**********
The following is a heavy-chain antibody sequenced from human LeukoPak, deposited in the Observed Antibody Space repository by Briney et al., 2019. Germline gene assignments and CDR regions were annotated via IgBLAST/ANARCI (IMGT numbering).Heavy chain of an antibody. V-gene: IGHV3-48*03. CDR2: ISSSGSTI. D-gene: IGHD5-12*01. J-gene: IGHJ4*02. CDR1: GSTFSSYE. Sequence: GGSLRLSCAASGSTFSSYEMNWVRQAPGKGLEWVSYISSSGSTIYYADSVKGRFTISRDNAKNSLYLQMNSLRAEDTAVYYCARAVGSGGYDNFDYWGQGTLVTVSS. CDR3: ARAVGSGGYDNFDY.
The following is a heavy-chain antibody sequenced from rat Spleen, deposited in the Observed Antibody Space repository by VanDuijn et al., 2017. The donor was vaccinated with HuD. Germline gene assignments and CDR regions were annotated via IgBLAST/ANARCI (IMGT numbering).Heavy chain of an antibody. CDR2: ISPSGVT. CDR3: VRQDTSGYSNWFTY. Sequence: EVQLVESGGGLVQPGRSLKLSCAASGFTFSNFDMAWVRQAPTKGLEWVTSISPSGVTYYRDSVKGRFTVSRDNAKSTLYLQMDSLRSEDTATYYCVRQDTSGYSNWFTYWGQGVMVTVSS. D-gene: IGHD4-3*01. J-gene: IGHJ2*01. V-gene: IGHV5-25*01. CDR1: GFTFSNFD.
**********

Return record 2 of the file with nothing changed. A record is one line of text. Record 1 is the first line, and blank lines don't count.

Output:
The following is a heavy-chain antibody sequenced from rat Spleen, deposited in the Observed Antibody Space repository by VanDuijn et al., 2017. The donor was vaccinated with HuD. Germline gene assignments and CDR regions were annotated via IgBLAST/ANARCI (IMGT numbering).Heavy chain of an antibody. CDR2: ISPSGVT. CDR3: VRQDTSGYSNWFTY. Sequence: EVQLVESGGGLVQPGRSLKLSCAASGFTFSNFDMAWVRQAPTKGLEWVTSISPSGVTYYRDSVKGRFTVSRDNAKSTLYLQMDSLRSEDTATYYCVRQDTSGYSNWFTYWGQGVMVTVSS. D-gene: IGHD4-3*01. J-gene: IGHJ2*01. V-gene: IGHV5-25*01. CDR1: GFTFSNFD.